Listen, I will make breath enter you so you may come to life… I will put my spirit into you… (Ezekiel 37, 1:14 The Valley of Dry Bones)
I had been looking incredibly forward to the 30-Day retreat. I was so ready to melt into Godde. It took me a while, however, to settle into the rhythm of silence, prayer, meal, chat with the director, Eucharist, walk, sleep. Every evening we were given a road map for the following day, and a ‘menu’, i.e. several biblical passages from which to choose to pray.
Suddenly, I felt old (which I sort of am), grey, mousy, lifeless. Why had I come here? How did I expect to serve Godde this late in life? Would Jesus ever call ‘me’? How much could I hope to reform my life? Of course, the mere fact that I had come meant that I had felt called, one way or another.
I am not quite sure how the thought came to me, but it came loud and clear and it said, ‘I am sleepwalking through my life’. Routine was the master-puppeteer of my life, an interesting routine, I admit. But how much of me was really in it?
I felt drawn to the story of the valley of dry bones, as if some part of me knew that there was a message in it for me. I felt dry like the bones. In some ways, I had closed doors on life, as if I was slowly closing down one part of me after another. I am not quite sure why, and I certainly was not aware of my doing it. Until I stopped the daily routine and stayed in a room alone long enough to start meeting myself. Then I was struck with what I saw.
My life had so little life in it. “I came so that you might have life,” said Jesus, “and have it more abundantly.” (Jn 10:10)
Yes. I will take more life. Thank you.
Interestingly, having more life may mean losing it…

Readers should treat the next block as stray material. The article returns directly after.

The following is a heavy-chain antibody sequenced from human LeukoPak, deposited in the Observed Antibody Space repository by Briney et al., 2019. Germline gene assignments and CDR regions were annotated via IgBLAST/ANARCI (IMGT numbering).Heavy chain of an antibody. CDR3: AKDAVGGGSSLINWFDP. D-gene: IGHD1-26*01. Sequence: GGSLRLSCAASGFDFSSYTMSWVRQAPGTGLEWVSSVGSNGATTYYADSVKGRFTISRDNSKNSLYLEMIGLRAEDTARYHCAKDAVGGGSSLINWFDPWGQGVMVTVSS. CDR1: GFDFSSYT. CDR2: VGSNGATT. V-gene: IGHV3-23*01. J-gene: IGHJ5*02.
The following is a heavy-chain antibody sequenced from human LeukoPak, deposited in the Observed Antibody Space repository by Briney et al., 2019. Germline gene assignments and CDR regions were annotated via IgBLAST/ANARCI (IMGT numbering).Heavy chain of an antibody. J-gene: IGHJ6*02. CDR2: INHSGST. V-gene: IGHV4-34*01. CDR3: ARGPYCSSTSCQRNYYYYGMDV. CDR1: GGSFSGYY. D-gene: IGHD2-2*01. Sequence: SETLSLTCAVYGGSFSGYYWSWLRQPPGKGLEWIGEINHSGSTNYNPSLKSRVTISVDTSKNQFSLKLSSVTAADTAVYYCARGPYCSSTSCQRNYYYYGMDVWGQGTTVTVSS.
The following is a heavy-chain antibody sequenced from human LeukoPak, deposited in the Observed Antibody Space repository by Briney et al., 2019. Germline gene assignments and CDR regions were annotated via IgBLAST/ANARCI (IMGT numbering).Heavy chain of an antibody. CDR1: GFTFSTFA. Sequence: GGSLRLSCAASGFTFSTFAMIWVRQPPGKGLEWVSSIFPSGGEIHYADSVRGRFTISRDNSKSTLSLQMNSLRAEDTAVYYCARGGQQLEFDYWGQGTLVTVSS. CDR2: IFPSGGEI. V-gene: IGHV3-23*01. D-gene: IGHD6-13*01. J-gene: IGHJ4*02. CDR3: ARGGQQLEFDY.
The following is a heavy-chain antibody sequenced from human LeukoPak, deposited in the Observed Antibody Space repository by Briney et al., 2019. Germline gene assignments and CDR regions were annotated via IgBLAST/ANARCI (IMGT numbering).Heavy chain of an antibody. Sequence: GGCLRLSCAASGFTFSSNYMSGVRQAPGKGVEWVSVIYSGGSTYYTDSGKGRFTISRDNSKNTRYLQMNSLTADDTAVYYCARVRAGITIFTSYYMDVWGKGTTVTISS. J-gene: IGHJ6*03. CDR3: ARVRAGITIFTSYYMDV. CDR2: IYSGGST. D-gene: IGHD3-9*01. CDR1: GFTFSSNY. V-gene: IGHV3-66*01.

I know that more life does not include more things. More here and now, yes. Like the smile this old man flashed at me in the restaurant today. He did respond to mine, glowingly. He looked so radiant. So alive.
I have not spent a lot of time yet thinking of how I will put more life into my life. I had a month alone, I know. I reviewed my life. That was also somewhat bleak. I found that I am part of the problem, as in ‘structures of sin’, ‘of the world’, more than simply ‘in it’. The question then was, Do I want to be part of the solution?
Being part of the solution should definitely add some life to my life.
As you can see, I have formulated neither an answer nor a program. There has been, however, a quickening of my blood stream, a joy in my heart when I meet the eyes of my smiling Christ on the cross. A certain new readiness in me, a bit like when Jesus said “Thalita Koum” to the little girl who was dead. She woke up, she got up, and all was fine.
Life will unfold in its own time.
“Above all, trust in the slow work of God’, wrote Pierre Teilhard many moons ago… “We are impatient of being on the way to something unknown, something new… Only God could say what this new spirit gradually forming within you will be. Give our Lord the benefit of believing that his hand is leading you, and accept the anxiety of feeling yourself in suspense and incomplete”. (Hearts of Fire, 102)
I am in your beautiful hands, dear Godde. I trust You.
Photo: Martha Graham, Appalachian Spring, 1944, music Aaron Copeland